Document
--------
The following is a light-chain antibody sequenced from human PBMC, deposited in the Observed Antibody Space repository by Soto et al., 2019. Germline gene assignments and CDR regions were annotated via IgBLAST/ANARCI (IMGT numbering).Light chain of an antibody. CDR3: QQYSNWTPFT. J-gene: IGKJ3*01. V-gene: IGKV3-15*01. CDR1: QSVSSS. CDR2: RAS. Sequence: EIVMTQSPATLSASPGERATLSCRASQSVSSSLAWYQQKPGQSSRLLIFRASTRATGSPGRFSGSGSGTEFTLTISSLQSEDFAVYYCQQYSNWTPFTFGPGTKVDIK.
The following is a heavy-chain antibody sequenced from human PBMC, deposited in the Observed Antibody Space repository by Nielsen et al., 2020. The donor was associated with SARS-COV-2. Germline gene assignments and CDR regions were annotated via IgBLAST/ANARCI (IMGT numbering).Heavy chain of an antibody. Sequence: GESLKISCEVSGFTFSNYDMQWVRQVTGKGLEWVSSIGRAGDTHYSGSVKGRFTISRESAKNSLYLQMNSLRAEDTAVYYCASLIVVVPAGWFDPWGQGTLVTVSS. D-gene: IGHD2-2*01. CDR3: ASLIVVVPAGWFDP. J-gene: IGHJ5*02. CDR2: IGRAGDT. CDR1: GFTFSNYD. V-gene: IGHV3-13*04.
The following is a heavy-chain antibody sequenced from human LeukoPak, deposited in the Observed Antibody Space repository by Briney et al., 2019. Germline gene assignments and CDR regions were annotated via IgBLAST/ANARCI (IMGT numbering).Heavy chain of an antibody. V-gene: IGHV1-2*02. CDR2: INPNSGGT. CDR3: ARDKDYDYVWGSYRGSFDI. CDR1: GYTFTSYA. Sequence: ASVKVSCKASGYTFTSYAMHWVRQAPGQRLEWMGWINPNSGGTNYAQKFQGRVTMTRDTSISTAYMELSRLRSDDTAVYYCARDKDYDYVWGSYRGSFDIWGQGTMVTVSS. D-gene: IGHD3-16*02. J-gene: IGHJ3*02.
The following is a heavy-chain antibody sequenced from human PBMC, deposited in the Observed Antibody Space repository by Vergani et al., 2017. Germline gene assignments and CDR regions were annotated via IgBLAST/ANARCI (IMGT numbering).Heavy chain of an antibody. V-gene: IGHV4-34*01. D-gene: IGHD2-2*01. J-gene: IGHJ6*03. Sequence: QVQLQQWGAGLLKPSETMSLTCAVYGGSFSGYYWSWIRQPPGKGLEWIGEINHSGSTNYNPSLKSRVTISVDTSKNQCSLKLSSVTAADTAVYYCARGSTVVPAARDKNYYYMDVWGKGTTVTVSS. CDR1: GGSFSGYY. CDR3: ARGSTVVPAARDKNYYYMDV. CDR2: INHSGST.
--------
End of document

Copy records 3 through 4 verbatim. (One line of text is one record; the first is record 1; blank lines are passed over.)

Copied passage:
The following is a heavy-chain antibody sequenced from human LeukoPak, deposited in the Observed Antibody Space repository by Briney et al., 2019. Germline gene assignments and CDR regions were annotated via IgBLAST/ANARCI (IMGT numbering).Heavy chain of an antibody. V-gene: IGHV1-2*02. CDR2: INPNSGGT. CDR3: ARDKDYDYVWGSYRGSFDI. CDR1: GYTFTSYA. Sequence: ASVKVSCKASGYTFTSYAMHWVRQAPGQRLEWMGWINPNSGGTNYAQKFQGRVTMTRDTSISTAYMELSRLRSDDTAVYYCARDKDYDYVWGSYRGSFDIWGQGTMVTVSS. D-gene: IGHD3-16*02. J-gene: IGHJ3*02.
The following is a heavy-chain antibody sequenced from human PBMC, deposited in the Observed Antibody Space repository by Vergani et al., 2017. Germline gene assignments and CDR regions were annotated via IgBLAST/ANARCI (IMGT numbering).Heavy chain of an antibody. V-gene: IGHV4-34*01. D-gene: IGHD2-2*01. J-gene: IGHJ6*03. Sequence: QVQLQQWGAGLLKPSETMSLTCAVYGGSFSGYYWSWIRQPPGKGLEWIGEINHSGSTNYNPSLKSRVTISVDTSKNQCSLKLSSVTAADTAVYYCARGSTVVPAARDKNYYYMDVWGKGTTVTVSS. CDR1: GGSFSGYY. CDR3: ARGSTVVPAARDKNYYYMDV. CDR2: INHSGST.